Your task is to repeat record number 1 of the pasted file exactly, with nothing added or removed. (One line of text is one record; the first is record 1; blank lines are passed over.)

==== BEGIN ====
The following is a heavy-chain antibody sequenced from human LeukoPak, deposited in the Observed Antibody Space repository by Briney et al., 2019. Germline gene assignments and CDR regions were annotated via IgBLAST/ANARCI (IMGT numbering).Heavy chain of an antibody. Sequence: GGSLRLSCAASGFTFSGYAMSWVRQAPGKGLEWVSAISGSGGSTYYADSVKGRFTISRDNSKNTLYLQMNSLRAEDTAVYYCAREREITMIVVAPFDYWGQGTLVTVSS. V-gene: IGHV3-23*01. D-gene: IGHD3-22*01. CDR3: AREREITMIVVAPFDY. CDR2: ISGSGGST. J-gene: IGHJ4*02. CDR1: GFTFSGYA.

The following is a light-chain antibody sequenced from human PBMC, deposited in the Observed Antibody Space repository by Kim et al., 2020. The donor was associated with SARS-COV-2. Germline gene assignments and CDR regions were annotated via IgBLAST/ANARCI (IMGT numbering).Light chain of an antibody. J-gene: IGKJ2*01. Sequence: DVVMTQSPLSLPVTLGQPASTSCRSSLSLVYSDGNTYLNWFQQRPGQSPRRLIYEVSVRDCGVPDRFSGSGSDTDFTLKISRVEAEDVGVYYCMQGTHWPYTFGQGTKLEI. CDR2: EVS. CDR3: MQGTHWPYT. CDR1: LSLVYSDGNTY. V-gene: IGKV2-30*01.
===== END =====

The following is a heavy-chain antibody sequenced from human LeukoPak, deposited in the Observed Antibody Space repository by Briney et al., 2019. Germline gene assignments and CDR regions were annotated via IgBLAST/ANARCI (IMGT numbering).Heavy chain of an antibody. Sequence: GGSLRLSCAASGFTFSGYAMSWVRQAPGKGLEWVSAISGSGGSTYYADSVKGRFTISRDNSKNTLYLQMNSLRAEDTAVYYCAREREITMIVVAPFDYWGQGTLVTVSS. V-gene: IGHV3-23*01. D-gene: IGHD3-22*01. CDR3: AREREITMIVVAPFDY. CDR2: ISGSGGST. J-gene: IGHJ4*02. CDR1: GFTFSGYA.